Summary: What it means to be a church member - six part series
11We have spoken frankly to you Corinthians; our heart is wide open to you. 12There is no restriction in our affections, but only in yours. 13In return—I speak as to children—open wide your hearts also. 14Do not be mismatched with unbelievers. For what partnership is there between righteousness and lawlessness? Or what fellowship is there between light and darkness? 15What agreement does Christ have with Beliar? Or what does a believer share with an unbeliever? 16What agreement has the temple of God with idols? For we are the temple of the living God; as God said, “I will live in them and walk among them, and I will be their God, and they shall be my people. 17Therefore come out from them, and be separate from them, says the Lord, and touch nothing unclean; then I will welcome you, 18and I will be your father, and you shall be my sons and daughters, says the Lord Almighty.” 2 Corinthians 6:11 - 18 (NRSV)
Our investigation of the Baptismal Covenant we started last week has introduced us to the question: What does it mean to be a church member? The answer, at least the beginning of the answer is – It means we REJECT SIN and RECEIVE CHRIST and His power and freedom to live.
This morning we continue with the next question, “Do you…promise to serve him as your Lord…?”  Last week it was “choosing sides” – this week it’s “choosing faithfulness.”
The Corinthian Syncretism Experience
Paul had taught the Corinthian believers about Jesus and helped them form into a church. However, after he left, their worship and daily life slipped into something less than desirable. In Corinth instead of worshipping God in spirit and truth, Christ was “syncretized” or mixed-in along with all the other religious and social opportunities of their culture.
We have that in our day as well. There are endless examples of people INCLUDING Christ in their world, instead of bowing to Christ as Lord of life; they mix a little Jesus with all their other interests.
This is the second letter Paul wrote to the Corinthians, and it’s somewhat harsh and a warning about what their lifestyle was doing to their relationship to Jesus. Our question – What was so bad about the way they lived? How about a list?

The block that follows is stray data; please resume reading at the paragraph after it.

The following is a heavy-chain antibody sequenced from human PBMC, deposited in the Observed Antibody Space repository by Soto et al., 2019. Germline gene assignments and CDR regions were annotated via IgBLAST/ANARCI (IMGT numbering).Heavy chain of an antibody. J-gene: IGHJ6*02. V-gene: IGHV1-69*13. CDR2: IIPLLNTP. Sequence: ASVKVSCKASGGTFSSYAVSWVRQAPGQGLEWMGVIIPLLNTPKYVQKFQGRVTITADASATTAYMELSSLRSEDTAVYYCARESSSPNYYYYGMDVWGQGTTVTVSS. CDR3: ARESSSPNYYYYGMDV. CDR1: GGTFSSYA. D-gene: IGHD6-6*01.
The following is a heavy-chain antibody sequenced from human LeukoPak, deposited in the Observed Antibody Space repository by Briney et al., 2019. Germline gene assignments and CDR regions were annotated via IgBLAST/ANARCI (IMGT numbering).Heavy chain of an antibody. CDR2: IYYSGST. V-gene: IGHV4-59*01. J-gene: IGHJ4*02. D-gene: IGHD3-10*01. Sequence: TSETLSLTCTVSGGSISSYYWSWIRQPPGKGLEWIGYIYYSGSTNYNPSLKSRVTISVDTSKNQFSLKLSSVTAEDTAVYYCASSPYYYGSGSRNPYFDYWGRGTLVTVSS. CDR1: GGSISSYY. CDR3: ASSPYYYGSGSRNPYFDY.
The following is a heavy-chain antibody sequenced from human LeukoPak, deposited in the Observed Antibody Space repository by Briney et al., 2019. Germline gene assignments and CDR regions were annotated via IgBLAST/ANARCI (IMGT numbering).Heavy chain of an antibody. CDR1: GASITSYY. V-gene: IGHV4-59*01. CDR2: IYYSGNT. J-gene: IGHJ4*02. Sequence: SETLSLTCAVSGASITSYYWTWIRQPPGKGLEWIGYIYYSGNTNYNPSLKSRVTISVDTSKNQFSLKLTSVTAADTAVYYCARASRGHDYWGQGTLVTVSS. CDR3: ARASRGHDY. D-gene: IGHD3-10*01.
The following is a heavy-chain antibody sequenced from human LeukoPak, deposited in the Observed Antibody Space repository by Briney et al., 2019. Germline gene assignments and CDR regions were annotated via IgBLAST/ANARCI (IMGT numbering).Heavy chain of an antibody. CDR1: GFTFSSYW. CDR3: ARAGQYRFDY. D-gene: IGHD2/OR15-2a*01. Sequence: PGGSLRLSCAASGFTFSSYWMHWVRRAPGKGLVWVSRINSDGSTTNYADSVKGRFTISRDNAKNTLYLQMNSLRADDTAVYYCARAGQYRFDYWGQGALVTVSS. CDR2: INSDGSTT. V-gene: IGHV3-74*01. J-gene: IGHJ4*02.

Idolatry – they slipped back into what the culture around them practiced…the more gods, the merrier. Whatever god seemed to be the “lucky charm of the week” was the one they carried around in their pockets.
Materialism – Corinth was huge, much bigger than Athens, and due to international trade it was a center of affluence. Money flowed like our Government prints it, and like Wall Street dreams about it.
Sexual sins including at one point incest (1Cor 5.1)
Misuse and perversion of spiritual gifts (1 Cor 14).
…the list goes on!
Paul’s relationship to this church was like a roller coaster ride; he founded the church, yet here we find that they rejected his (spiritual) fatherhood (v.11-14). So Paul then lovingly corrected her, like a spiritual father. He wasn’t about to give up on them.
What we have in our text is an impassioned plea to Paul’s spiritual children. He said that his heart was open to them. This “open heart” gives a picture of blood flowing, a metaphor of Paul’s unconditional, passionate love for these people; nothing was held back. Paul said his heart was open, but their hearts were restricted towards him. It’s a picture of being squeezed out of someone’s heart…the door being closed. Paul was desperately attempting to love them for their benefit, and they were rejecting his advice, pleas and even his rebuke.
Paul pleads, open your hearts to me; listen to what I have to say from my heart to yours…hey, I love you. And that’s the way it should be in the family of God. Paul may have sounded harsh with his warning, but when you’ve got loved ones who are in danger, you don’t leave them sitting on the railroad tracks!
Friends, if there’s someone in this fellowship who is “on the tracks” – what are you waiting for? Go! You be a brother or sister to that person!
So, what is it that was Paul pleading about? What was he suggesting they do to change things? In a word he told them – “separate” – separate yourself from that which is separating you from Christ! In so many words Paul asked them to answer the obvious question on the order of, can UP be DOWN? He asked:
When are righteousness and lawlessness partners?
When did sunlight and midnight become buddies?
Is Christ hanging out with Lucifer these days?
And since when does church include prostitutes?
The word “separate” is a military term, and it means to “stay in ranks”. My son Jason just graduated from an intensive 9 week school for Drill Sergeants (we Brownworths never seem to finish going to school!). He will now be responsible for training as many as 240 “raw” recruits in each cycle what it means to form and stay in ranks. More importantly he will help them know that in battle keeping in ranks may just save lives. Rank and file is not just about marching in parades on holidays – order, discipline and tactical symmetry are the strength of ranks; it is how battles are won or lost.